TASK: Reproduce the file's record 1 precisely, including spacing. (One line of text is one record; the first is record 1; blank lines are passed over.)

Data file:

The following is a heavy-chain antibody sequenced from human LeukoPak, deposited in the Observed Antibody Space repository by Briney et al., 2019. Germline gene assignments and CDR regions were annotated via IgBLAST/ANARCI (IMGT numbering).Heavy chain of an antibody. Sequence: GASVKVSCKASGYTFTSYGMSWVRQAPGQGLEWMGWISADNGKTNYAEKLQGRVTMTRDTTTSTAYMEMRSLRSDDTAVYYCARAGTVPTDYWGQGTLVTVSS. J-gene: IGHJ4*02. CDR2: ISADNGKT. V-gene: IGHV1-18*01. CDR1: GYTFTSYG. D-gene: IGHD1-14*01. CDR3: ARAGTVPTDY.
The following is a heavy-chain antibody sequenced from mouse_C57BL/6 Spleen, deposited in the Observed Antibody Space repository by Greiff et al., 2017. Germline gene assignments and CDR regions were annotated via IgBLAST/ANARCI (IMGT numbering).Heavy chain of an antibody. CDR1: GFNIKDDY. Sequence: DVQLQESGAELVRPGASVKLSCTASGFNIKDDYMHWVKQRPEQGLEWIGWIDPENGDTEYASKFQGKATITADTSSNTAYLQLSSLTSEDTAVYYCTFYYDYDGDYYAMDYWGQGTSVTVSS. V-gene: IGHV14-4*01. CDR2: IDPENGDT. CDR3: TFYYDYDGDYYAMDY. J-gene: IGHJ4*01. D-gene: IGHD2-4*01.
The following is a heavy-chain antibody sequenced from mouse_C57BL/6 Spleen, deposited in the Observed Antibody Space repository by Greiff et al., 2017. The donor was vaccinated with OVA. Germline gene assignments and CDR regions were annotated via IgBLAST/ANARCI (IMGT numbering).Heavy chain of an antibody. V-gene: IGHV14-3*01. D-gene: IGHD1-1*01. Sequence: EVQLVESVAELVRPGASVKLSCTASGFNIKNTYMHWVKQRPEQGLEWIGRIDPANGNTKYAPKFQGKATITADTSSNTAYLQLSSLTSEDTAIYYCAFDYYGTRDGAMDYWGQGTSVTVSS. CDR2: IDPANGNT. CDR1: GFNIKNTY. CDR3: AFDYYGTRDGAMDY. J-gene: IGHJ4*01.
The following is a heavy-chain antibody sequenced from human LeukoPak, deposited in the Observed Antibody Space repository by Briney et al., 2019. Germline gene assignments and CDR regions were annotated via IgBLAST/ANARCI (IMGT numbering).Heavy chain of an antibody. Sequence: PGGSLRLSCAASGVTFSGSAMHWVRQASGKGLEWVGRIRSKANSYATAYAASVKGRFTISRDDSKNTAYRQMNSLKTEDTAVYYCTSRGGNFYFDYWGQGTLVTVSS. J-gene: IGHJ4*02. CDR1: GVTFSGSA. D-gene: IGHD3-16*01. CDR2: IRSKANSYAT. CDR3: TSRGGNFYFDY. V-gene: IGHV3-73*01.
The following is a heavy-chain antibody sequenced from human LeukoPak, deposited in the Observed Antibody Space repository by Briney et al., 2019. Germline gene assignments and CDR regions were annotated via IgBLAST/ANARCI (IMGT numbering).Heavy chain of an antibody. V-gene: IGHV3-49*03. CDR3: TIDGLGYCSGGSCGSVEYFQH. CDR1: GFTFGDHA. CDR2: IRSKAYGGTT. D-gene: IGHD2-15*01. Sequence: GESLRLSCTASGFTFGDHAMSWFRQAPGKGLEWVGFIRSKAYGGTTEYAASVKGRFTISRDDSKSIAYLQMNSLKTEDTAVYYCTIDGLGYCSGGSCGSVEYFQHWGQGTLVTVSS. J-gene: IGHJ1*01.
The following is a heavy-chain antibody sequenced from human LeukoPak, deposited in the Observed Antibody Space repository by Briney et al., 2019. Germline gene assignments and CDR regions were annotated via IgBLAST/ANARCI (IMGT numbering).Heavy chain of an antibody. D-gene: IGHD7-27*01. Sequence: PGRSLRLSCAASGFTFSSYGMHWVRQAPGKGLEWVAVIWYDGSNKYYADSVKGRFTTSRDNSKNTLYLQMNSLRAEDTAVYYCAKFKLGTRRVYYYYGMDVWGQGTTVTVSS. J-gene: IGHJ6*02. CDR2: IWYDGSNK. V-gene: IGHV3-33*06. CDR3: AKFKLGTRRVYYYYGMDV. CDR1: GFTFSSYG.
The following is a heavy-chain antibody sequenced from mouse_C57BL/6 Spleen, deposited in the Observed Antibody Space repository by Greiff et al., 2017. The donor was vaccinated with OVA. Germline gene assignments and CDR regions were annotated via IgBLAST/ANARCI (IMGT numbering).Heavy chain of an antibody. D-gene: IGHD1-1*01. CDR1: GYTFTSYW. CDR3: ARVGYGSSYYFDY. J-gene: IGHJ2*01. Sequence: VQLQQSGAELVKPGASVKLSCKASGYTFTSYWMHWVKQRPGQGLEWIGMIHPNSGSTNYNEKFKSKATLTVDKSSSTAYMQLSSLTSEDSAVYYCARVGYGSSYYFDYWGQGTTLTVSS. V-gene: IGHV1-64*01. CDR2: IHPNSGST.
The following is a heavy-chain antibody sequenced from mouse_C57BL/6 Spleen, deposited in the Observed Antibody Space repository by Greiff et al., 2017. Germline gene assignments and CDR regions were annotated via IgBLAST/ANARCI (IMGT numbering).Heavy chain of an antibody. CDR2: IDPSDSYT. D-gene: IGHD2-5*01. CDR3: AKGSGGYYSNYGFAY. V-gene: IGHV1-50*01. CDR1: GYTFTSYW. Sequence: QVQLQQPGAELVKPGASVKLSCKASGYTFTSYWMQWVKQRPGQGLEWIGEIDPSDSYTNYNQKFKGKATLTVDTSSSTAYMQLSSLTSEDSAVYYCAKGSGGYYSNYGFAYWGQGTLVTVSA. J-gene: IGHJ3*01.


The following is a heavy-chain antibody sequenced from human LeukoPak, deposited in the Observed Antibody Space repository by Briney et al., 2019. Germline gene assignments and CDR regions were annotated via IgBLAST/ANARCI (IMGT numbering).Heavy chain of an antibody. Sequence: GASVKVSCKASGYTFTSYGMSWVRQAPGQGLEWMGWISADNGKTNYAEKLQGRVTMTRDTTTSTAYMEMRSLRSDDTAVYYCARAGTVPTDYWGQGTLVTVSS. J-gene: IGHJ4*02. CDR2: ISADNGKT. V-gene: IGHV1-18*01. CDR1: GYTFTSYG. D-gene: IGHD1-14*01. CDR3: ARAGTVPTDY.